Licensed properties are a big part of the comic book industry — which is perfectly fine. A lot of properties can thrive in the comic book medium like Star Wars and The Transformers. Below is a list of five intellectual properties that I would not only like to see as comic books, but would love the opportunity to develop as comic books. I’m not going to reveal everything that I have in mind for each property, but just throwing some suggestions out there.
5. Blade Runner — I’m talking about the Ridley Scott Blade Runner movie based on Philip K. Dick’s Do Androids Dream of Electric Sheep (though, that itself would make a cool comic book adaptation). This 1982 sci-fi movie has become a cult-classic with numerous re-releases in theaters of different versions. Later this year, the definitive re-mastered “Final Cut” DVD is being released in honor of the movie’s 25th annivesary. Even if the character of Decker wasn’t used and instead the comic book was based on other Blade Runners in and around the future Los Angeles I think there is plenty of good story telling to be told.
4. Jonny Quest — Now this property is actually older than I am, and a classic. Originally, The Adventures of Jonny Quest ran on ABC from 1964 to 1965. Now, Jonny Quest as been a comic book series before — running some 30 plus issues from Comico in 1986 — but it is definitely a strong enough concept to be revived. And, I wouldn’t “update” it for the 21st century. Jonny doesn’t need to be re-tooled to work. Jonny doesn’t need a “girlfriend,” or a hip MP3 player with the band of the week being mentioned, or a texting-inspired vocabulary (BRB BFF). I say keep Jonny Quest in the time-period he originated in — forty-plus years is long enough to qualify for quality nostalgia.
3. Mad Max/The Road Warrior — I’m thinking more along the lines of the movie The Road Warrior (and dare I say, the third movie — Mad Max Beyond Thunderdome?) than the original Mad Max movie. This is the first of two post-apocalyptic concepts on my list. To me, The Road Warrior seems like a no-brainer as a comic book series. Max could be set up for adventure after adventure — one-shot issues, four to six issue miniseries, or even ten or twelve-plus maxiseries.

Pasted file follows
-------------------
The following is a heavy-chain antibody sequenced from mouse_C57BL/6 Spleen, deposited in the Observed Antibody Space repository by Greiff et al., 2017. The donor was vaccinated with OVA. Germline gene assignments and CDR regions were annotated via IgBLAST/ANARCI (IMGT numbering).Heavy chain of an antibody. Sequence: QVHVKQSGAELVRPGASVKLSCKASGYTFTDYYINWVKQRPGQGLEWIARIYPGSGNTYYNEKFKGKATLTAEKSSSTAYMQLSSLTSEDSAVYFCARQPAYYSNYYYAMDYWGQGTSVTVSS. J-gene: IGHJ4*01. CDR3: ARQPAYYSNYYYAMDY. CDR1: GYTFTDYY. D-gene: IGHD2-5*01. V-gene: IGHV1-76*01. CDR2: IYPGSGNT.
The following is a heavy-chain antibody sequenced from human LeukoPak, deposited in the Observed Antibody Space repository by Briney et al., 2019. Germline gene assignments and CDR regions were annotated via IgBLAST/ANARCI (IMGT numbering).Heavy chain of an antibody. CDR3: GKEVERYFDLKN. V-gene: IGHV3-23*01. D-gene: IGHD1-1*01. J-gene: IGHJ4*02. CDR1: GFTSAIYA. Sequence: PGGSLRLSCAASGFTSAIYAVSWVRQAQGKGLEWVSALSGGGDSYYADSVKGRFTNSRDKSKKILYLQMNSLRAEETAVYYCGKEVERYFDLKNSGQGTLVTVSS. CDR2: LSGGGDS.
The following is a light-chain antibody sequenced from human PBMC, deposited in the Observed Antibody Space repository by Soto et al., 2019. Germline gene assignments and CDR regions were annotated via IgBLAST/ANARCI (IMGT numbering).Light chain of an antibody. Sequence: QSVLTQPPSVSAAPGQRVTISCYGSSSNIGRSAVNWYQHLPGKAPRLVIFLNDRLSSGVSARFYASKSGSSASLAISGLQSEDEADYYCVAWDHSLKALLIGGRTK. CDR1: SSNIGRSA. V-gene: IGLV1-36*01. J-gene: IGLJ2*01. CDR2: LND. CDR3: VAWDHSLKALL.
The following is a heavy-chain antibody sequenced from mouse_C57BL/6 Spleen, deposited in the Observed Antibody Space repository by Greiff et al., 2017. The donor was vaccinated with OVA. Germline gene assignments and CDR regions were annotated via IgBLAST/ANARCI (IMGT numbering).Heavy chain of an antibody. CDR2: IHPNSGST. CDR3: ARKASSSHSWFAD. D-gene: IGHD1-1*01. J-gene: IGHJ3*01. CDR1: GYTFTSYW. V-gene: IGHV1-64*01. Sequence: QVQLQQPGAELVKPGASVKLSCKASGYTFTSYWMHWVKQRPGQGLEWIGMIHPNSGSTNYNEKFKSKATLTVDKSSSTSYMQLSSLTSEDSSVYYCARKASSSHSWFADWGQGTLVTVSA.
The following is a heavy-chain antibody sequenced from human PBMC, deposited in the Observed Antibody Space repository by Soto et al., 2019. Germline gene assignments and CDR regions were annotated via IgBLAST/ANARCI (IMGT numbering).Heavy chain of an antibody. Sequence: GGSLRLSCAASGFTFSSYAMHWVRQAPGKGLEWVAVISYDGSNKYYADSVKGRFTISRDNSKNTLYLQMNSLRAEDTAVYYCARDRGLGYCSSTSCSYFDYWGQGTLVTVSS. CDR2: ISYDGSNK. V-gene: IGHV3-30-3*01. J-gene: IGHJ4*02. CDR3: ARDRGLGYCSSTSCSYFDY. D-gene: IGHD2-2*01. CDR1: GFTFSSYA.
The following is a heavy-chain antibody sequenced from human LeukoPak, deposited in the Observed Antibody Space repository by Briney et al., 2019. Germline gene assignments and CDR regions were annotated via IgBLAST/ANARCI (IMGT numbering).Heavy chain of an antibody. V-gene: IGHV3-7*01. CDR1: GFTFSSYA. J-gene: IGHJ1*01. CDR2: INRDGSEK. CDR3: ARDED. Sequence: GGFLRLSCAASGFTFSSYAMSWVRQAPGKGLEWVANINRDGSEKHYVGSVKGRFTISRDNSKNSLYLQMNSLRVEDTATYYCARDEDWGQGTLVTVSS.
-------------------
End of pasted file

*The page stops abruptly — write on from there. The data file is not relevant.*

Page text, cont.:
2. Thundarr The Barbarian — An all-time favorite Saturday morning cartoon series of mine. Thundarr The Barbarian originally ran on television with 21 episodes from October 1980 to September 1982. This post-apocalyptic sci-fi/fantasy is set 2,000 years in the future after a runaway planet, hurtling between the Earth and the Moon unleashes cosmic destruction. Similar to Mad Max, the characters of Thundarr and his compatriots could have many different adventures and the comic book medium would allow to do all sorts of visuals, even above and beyond that of animation. This one, maybe more than the others, screams to me to be a comic book title.
1. Land Of The Lost — If Jonny Quest and Thundarr the Barbarian are on my list of all-time favorite Saturday morning programs, then Land of the Lost reigns as my absolute all-time favorite of them all. Anybody that knows me knows how much I dig this show and I’ve kept it no secret that I would love to do a comic book series based on the Land of the Lost. Now this is one that I would update, but by no means in the manner that I fear they may be going with the upcoming movie based on Land of the Lost with Will Ferrell apparently attached to star. It would be “edgier” than the original series. The Sleestack would be quicker and more threatening. Will would be a little older and challenging his father Rick a bit more. And, Holly…? Well, let’s say I’ve got some ideas there and leave it at that for now. But the core of my Land of the Lost comic book would remain true to the original series — there’s no need to mock the concept.
Now, if any comic book publishers already have, or plan to have, the rights to any of the above properties please feel free to drop me a line.